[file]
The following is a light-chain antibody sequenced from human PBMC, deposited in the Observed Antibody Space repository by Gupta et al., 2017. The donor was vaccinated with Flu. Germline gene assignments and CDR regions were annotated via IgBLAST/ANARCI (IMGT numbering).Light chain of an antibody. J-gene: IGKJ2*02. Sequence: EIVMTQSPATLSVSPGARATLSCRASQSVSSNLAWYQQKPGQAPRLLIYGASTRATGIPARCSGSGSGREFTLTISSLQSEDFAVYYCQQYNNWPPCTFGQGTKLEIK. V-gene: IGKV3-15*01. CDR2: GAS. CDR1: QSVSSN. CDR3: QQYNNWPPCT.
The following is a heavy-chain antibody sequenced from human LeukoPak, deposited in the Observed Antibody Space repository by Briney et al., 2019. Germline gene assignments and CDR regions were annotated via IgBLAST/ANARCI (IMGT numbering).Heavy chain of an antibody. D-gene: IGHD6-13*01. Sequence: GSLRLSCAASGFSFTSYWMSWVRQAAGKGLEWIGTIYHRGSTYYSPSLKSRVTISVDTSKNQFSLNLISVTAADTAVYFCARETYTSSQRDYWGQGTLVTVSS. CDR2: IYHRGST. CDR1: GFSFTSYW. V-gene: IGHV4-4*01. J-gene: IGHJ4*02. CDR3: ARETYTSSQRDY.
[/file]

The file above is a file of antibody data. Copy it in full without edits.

The following is a light-chain antibody sequenced from human PBMC, deposited in the Observed Antibody Space repository by Gupta et al., 2017. The donor was vaccinated with Flu. Germline gene assignments and CDR regions were annotated via IgBLAST/ANARCI (IMGT numbering).Light chain of an antibody. J-gene: IGKJ2*02. Sequence: EIVMTQSPATLSVSPGARATLSCRASQSVSSNLAWYQQKPGQAPRLLIYGASTRATGIPARCSGSGSGREFTLTISSLQSEDFAVYYCQQYNNWPPCTFGQGTKLEIK. V-gene: IGKV3-15*01. CDR2: GAS. CDR1: QSVSSN. CDR3: QQYNNWPPCT.
The following is a heavy-chain antibody sequenced from human LeukoPak, deposited in the Observed Antibody Space repository by Briney et al., 2019. Germline gene assignments and CDR regions were annotated via IgBLAST/ANARCI (IMGT numbering).Heavy chain of an antibody. D-gene: IGHD6-13*01. Sequence: GSLRLSCAASGFSFTSYWMSWVRQAAGKGLEWIGTIYHRGSTYYSPSLKSRVTISVDTSKNQFSLNLISVTAADTAVYFCARETYTSSQRDYWGQGTLVTVSS. CDR2: IYHRGST. CDR1: GFSFTSYW. V-gene: IGHV4-4*01. J-gene: IGHJ4*02. CDR3: ARETYTSSQRDY.